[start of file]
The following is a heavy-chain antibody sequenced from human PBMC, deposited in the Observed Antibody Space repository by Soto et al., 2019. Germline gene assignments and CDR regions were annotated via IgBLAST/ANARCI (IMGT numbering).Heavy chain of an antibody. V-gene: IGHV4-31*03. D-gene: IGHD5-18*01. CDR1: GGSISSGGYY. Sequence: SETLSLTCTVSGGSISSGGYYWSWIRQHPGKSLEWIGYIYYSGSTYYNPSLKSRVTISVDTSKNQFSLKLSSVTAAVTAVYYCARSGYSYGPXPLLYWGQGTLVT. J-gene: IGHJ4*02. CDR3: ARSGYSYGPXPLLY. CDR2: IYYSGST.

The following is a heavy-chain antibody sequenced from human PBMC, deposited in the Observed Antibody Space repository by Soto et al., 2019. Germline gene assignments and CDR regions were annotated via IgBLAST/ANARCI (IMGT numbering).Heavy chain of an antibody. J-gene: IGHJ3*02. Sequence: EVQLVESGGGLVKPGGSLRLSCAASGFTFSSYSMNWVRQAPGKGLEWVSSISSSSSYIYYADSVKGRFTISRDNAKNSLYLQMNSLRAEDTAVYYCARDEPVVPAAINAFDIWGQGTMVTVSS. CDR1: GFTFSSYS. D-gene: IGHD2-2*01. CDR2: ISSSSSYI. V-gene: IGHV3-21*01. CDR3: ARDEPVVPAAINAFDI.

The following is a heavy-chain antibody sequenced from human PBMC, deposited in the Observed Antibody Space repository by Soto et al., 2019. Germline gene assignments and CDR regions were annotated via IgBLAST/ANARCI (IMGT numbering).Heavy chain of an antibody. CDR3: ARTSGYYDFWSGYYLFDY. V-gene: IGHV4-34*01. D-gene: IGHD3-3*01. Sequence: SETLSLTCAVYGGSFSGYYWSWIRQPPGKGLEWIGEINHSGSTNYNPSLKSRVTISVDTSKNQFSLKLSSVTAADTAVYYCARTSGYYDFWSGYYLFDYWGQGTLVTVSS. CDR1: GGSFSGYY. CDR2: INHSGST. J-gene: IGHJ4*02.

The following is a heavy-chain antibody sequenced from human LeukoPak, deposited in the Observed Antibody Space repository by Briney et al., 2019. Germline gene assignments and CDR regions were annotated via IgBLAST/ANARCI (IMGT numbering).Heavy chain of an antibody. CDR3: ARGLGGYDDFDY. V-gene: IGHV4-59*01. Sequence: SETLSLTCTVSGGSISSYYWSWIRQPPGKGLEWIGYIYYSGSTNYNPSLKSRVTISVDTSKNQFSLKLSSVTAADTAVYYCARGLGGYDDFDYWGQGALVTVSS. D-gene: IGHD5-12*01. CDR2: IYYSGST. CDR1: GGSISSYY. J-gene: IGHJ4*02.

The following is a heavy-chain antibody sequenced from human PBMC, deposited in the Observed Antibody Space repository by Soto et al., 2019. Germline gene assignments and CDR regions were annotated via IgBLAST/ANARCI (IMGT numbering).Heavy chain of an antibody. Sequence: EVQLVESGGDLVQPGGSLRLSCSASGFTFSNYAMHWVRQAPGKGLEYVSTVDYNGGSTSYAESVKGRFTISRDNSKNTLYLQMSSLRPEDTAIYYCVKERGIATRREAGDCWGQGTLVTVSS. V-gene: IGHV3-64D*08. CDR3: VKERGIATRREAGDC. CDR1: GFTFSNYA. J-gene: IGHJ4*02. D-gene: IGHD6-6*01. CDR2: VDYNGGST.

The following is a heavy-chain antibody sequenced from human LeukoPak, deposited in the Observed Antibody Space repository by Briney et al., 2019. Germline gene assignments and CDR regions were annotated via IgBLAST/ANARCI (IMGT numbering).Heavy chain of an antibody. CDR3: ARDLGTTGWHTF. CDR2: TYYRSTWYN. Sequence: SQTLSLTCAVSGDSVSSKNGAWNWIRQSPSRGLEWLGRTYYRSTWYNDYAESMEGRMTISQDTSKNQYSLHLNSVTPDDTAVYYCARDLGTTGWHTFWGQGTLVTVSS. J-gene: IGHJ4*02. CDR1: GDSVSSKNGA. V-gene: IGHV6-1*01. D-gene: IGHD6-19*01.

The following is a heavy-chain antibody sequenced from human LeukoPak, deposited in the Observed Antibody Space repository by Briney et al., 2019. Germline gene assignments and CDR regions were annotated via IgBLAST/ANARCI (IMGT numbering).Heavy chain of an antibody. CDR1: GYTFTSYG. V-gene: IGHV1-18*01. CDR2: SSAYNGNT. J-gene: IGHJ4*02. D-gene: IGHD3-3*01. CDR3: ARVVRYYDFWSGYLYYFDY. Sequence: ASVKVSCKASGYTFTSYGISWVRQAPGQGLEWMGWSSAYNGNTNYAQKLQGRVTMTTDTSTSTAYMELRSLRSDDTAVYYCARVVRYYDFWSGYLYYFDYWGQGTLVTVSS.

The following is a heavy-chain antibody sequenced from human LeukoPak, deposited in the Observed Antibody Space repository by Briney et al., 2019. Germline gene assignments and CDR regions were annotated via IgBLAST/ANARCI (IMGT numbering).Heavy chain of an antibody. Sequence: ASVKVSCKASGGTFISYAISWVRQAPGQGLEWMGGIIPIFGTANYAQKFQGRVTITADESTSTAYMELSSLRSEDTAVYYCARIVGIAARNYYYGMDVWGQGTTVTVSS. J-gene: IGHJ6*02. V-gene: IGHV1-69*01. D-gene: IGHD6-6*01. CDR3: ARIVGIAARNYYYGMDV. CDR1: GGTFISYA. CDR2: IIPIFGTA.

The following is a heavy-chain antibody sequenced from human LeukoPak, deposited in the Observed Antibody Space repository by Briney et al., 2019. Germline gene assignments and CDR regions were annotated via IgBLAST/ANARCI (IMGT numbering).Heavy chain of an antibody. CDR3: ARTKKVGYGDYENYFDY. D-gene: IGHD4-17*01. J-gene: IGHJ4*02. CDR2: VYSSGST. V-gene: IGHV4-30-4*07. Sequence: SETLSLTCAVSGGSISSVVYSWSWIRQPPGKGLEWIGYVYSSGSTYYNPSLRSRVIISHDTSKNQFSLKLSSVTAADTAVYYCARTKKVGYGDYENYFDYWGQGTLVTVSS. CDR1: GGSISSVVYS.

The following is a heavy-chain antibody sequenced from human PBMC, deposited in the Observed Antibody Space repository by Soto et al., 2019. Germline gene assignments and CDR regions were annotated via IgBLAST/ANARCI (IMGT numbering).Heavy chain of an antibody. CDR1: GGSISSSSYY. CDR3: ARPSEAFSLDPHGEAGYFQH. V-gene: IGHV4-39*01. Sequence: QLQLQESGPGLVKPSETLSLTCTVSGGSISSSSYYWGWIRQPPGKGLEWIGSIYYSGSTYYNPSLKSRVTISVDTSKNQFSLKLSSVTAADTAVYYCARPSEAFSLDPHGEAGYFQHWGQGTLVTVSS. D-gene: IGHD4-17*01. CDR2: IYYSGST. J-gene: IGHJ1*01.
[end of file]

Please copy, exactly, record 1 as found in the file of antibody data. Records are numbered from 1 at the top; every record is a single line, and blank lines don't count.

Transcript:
The following is a heavy-chain antibody sequenced from human PBMC, deposited in the Observed Antibody Space repository by Soto et al., 2019. Germline gene assignments and CDR regions were annotated via IgBLAST/ANARCI (IMGT numbering).Heavy chain of an antibody. V-gene: IGHV4-31*03. D-gene: IGHD5-18*01. CDR1: GGSISSGGYY. Sequence: SETLSLTCTVSGGSISSGGYYWSWIRQHPGKSLEWIGYIYYSGSTYYNPSLKSRVTISVDTSKNQFSLKLSSVTAAVTAVYYCARSGYSYGPXPLLYWGQGTLVT. J-gene: IGHJ4*02. CDR3: ARSGYSYGPXPLLY. CDR2: IYYSGST.